By Alistair McMurran on Wed, 10 Jun 2009
Richie McCaw was aged 13 when he watched his first rugby test from the Neville Street Stand at Carisbrook in 1994, when the All Blacks beat the Springboks.
He was the young boy from Kurow who was in his first year as a boarder at School House, the Otago Boys High School hostel.
That experience stirred his rugby ambitions and led to him becoming All Black captain and the best openside flanker in the world.
His own experience highlighted how important it is it for test matches to continue to be held in Dunedin.
"It is important for kids in this region to go and watch the All Blacks play," McCaw told the Otago Daily Times yesterday. "If you never see the All Blacks down here, it won't be the same.
"I enjoy playing rugby in Dunedin, and it will be exciting with the new stadium."
McCaw expects the All Blacks to beat France at Carisbrook on Saturday.
"There are new caps in the team with the excitement to get things going," he said. "There is also enough experience to get the team through the hard patches. It is important to start the season with a win."
McCaw's busy day in Dunedin yesterday began with a talk to 250 people at the leaders' breakfast organised by the Otago Secondary Schools Sports Association that was attended by pupils from 23 Otago schools and members of the Otago Boys High School Foundation.
He then spoke to the Blues Assembly at Otago Boys High School, and assisted with the All Blacks training at Carisbrook before flying back to Christchurch.
"I came down for a couple of days to help the loose forwards and new captain Mils Muliaina," he said.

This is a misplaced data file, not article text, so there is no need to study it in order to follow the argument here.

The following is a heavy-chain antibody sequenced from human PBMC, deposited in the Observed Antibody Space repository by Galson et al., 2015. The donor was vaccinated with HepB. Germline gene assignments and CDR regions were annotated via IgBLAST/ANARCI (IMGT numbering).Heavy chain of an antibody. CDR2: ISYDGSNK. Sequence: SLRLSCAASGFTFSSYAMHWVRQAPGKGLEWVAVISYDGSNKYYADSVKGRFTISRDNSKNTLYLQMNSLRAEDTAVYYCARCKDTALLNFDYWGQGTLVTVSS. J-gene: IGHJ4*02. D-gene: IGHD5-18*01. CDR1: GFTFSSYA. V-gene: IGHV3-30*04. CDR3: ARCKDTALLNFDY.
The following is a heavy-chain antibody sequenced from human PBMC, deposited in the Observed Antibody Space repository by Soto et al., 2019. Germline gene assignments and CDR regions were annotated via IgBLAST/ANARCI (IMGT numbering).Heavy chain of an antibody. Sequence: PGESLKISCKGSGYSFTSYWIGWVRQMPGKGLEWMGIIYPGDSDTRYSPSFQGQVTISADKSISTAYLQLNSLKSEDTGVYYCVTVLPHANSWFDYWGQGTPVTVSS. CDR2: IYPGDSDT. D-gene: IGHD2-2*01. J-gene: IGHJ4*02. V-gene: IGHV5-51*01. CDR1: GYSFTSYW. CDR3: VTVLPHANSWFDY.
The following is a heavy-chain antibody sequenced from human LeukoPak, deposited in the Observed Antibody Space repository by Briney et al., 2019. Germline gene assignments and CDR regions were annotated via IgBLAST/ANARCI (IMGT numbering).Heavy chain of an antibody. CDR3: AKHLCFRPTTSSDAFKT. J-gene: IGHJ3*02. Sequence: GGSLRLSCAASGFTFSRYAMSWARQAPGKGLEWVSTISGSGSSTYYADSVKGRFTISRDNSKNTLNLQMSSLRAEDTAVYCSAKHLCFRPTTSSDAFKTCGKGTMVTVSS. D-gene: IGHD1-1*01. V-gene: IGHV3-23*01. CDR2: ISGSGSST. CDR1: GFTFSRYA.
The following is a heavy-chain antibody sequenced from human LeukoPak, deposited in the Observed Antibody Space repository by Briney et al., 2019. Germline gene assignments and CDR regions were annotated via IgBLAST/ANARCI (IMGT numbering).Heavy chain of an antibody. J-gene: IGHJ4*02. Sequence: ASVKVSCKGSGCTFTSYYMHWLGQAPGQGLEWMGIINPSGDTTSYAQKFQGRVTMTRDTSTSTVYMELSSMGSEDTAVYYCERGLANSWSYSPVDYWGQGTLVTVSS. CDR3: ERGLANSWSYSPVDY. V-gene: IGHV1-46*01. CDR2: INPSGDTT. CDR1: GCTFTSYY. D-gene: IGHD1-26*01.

"But I don't want to get too carried away, because I'm in the background and don't want to get in the players' way."
McCaw will return to Dunedin on Saturday for the test and will fill a similar role before the second test at Wellington.
The knee injury he suffered in the Super-14 semi-final against the Bulls is improving and he is confident of being fit for the Tri-Nations series.
"It's been a wee bit frustrating but I will be back jogging next week," he said. "It's been annoying, but I think I'm on track."
McCaw made a decision to study at Lincoln University when he was head boy at Otago Boys High School. Des Smith, the regional director of the Otago Secondary Schools Sports Association, was manager of the Otago NPC team at the time and attempted to persuade him to stay in Dunedin and study at the University of Otago.
At that time, McCaw did not see himself having a career path in rugby and believed that Lincoln University would give him the best training to become a financial adviser to farmers.
"I did not see rugby as my career until I made the New Zealand under-19 team that was coached by former All Black Mark Shaw," he said. Shaw "told us that because we had got this far there was no reason why we should not become All Blacks. I then saw it as a realistic goal".
McCaw played his first test against Ireland at Lansdowne Road in 2001, when the All Blacks won 40-29.
"That first test was important to me. It was the only All Black jersey I've got framed," he said.
McCaw's passion outside rugby is flying and he uses it as a way to relax. He is qualifying for his commercial licence.
Richie McCaw's keys to All Black leadership
• Be Yourself: "I followed Tana Umaga in the role and quickly learnt that I had to be my own man and do it my way."
• Lead by example: "You have to walk the talk. If there is a gap between words and actions you are in trouble."
• All Black captain is a leader of leaders: "Early on I thought I had to do it all myself. I now use others. This is one of the biggest things I learnt in the last four years."
• Demand high standards: "If you set high standards for yourself you will be respected and followed when you tell others what to do."